Speaking English Fluently: 4 Tips & Tricks

To speak English fluently, it is likely you will need to practice having English conversations with a native speaker. If you’re feeling frustrated and unsure of how to achieve English fluency as an adult, know that you’re not alone.

Why am I having trouble improving my English?

There are various reasons that learning or improving a second language as an adult can be more difficult.

First and foremost, your brain works differently now than it did when you were a young child. This is why toddlers and young children are able to improve their language skills more rapidly than older children or adults.

Secondly, many adults simply have less time to devote to studying. Balancing family and work responsibilities is hard enough without throwing in a few hours of English practice every week.

Nonetheless, there’s still hope for adults who want to improve their writing skills, get a better grasp of English grammar, and improve their speaking abilities. The key is to use your time wisely and dedicate your efforts to efficient and useful study habits.

Whether you’re looking to perfect your English skills or you’re just starting from scratch, try these four tips to fast track your progress.

Develop a Study Plan

Speaking English fluently as a second language may feel overwhelming, but like most things in life, it’s all about your approach. If you try to cram in hours of studying right from the start, you could burn out. On the other hand, if you set a leisurely pace, it may take you longer than expected to achieve fluency.

This is why it is important to develop a study plan that is both efficient and feasible.

First, start with your reasons for studying English. Do you want to move to an English-speaking country? Are looking for a job that requires English fluency? Or are you just interested in general self-improvement? Defining your reasons for improving your English will help you set goals that align with your personal interests.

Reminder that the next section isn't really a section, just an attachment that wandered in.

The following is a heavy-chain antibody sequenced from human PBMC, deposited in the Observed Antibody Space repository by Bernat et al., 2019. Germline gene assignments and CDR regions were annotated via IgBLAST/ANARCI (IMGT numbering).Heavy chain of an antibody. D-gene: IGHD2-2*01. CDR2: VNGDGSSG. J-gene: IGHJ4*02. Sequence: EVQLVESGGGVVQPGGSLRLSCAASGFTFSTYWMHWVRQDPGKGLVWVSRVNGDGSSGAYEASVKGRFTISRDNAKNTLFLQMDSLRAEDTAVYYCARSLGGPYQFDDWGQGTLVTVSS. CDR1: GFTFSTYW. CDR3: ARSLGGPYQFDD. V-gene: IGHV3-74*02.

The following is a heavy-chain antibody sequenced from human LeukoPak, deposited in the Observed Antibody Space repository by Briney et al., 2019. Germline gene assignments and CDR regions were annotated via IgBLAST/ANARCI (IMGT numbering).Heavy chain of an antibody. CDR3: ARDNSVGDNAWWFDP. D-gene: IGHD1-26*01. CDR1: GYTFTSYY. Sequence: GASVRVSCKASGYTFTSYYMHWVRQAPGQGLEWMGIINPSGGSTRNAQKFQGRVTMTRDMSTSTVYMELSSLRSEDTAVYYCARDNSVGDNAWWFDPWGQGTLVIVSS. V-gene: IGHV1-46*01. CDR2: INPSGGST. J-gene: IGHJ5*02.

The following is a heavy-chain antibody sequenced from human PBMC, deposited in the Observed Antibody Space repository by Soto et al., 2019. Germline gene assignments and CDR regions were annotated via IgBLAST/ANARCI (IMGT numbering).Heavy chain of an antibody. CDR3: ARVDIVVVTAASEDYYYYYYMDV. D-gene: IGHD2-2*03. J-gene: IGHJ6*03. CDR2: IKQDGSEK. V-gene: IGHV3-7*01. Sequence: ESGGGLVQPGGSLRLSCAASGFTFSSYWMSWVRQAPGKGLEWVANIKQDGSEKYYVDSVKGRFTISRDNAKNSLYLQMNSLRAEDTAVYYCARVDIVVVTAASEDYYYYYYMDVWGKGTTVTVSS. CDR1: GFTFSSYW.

Once you’ve set one or more clear goals, you should take a look at your schedule. Realistically, how much time per day, per week, or per month will you have to dedicate to English?

Generally, the more time the better. However, research shows that “short burst” study sessions are often more effective and result in long-term retention of new information. So, even if you only have 10 minutes per day for English, you can still improve your language skills over time.

For more information, check out this useful guide on building a personalized English study plan!

Focus on English Immersion

Though you should definitely develop a schedule for more formal study sessions, don’t be too preoccupied with learning grammar rules and memorizing vocabulary lists. Instead, find small ways to include English in your daily life. Do you have a half-hour lunch at work? Why not listen to some English music or watch English Youtube videos while you enjoy your meal?

No matter how you spend your time, you can likely find a way to integrate English into your day. Here are just a few easy ways to get your daily dose of English exposure:

  • Watch, read, or listen to the news in English
  • Watch movies or TV shows in English (with or without subtitles)
  • Listen to English music